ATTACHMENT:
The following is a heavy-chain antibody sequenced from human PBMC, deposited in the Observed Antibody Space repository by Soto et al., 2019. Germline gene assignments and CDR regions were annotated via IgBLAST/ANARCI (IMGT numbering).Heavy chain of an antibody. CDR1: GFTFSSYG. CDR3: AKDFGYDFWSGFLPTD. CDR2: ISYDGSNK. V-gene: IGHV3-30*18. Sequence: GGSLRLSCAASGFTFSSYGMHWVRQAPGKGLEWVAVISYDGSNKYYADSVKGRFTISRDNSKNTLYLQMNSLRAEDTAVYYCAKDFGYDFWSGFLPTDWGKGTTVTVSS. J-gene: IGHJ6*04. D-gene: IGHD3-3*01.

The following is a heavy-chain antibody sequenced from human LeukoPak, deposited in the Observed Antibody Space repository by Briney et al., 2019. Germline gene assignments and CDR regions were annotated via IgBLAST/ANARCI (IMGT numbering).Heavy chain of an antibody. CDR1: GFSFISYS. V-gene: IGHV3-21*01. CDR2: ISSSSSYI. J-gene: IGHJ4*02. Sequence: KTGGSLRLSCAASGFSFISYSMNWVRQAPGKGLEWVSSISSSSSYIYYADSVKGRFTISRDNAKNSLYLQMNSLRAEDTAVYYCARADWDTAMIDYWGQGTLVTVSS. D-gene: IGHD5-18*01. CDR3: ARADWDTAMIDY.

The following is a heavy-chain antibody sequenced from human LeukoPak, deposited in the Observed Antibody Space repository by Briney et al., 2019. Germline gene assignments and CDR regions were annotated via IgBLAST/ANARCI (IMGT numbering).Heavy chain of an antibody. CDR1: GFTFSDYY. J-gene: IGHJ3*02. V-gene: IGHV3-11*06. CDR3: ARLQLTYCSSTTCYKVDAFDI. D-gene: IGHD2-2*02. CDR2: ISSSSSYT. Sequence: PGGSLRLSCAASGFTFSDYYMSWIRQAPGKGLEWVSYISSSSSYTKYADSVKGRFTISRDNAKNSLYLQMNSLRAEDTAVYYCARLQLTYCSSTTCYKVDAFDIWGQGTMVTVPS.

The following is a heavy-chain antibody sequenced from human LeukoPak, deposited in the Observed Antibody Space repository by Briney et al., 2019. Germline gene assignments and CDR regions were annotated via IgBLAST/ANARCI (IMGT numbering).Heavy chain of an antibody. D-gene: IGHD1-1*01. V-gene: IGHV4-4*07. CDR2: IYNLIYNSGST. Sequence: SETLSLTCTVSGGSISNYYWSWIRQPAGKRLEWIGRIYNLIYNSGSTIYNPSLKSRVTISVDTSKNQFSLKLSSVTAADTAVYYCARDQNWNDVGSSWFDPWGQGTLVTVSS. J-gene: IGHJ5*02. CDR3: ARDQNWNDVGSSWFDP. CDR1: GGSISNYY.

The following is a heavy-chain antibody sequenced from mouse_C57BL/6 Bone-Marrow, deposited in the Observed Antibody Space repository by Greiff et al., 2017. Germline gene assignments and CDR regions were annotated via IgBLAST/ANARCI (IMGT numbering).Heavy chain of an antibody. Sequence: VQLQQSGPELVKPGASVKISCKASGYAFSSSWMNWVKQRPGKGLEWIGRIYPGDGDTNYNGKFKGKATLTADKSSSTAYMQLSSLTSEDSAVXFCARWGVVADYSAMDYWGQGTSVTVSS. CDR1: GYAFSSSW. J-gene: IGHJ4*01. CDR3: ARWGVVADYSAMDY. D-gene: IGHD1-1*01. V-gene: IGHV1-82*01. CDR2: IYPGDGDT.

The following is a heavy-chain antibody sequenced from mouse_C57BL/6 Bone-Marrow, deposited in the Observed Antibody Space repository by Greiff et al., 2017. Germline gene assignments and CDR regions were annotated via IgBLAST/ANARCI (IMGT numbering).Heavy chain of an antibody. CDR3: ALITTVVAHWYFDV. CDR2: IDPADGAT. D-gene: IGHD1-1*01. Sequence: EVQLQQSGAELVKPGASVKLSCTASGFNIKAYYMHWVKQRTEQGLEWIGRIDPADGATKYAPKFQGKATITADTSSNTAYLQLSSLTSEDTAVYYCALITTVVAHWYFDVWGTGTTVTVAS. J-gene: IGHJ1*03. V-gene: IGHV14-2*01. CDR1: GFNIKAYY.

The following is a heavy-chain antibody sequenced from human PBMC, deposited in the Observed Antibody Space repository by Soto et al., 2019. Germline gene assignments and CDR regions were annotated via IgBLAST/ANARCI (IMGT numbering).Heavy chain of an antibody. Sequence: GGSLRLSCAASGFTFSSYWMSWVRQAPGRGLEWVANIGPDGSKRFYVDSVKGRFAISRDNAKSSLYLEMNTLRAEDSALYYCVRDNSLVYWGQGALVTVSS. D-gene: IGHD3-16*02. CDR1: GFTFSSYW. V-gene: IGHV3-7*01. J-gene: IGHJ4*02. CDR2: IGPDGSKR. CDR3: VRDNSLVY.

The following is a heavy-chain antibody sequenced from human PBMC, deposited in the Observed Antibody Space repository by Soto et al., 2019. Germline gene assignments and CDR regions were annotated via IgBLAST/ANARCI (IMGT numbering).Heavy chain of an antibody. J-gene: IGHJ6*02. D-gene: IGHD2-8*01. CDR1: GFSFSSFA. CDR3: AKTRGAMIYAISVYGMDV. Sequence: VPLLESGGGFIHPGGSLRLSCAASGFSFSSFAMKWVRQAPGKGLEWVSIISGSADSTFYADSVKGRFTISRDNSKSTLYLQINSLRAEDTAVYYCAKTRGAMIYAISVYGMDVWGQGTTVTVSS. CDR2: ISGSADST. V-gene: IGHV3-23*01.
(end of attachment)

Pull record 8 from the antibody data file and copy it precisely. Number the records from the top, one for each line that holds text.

The following is a heavy-chain antibody sequenced from human PBMC, deposited in the Observed Antibody Space repository by Soto et al., 2019. Germline gene assignments and CDR regions were annotated via IgBLAST/ANARCI (IMGT numbering).Heavy chain of an antibody. J-gene: IGHJ6*02. D-gene: IGHD2-8*01. CDR1: GFSFSSFA. CDR3: AKTRGAMIYAISVYGMDV. Sequence: VPLLESGGGFIHPGGSLRLSCAASGFSFSSFAMKWVRQAPGKGLEWVSIISGSADSTFYADSVKGRFTISRDNSKSTLYLQINSLRAEDTAVYYCAKTRGAMIYAISVYGMDVWGQGTTVTVSS. CDR2: ISGSADST. V-gene: IGHV3-23*01.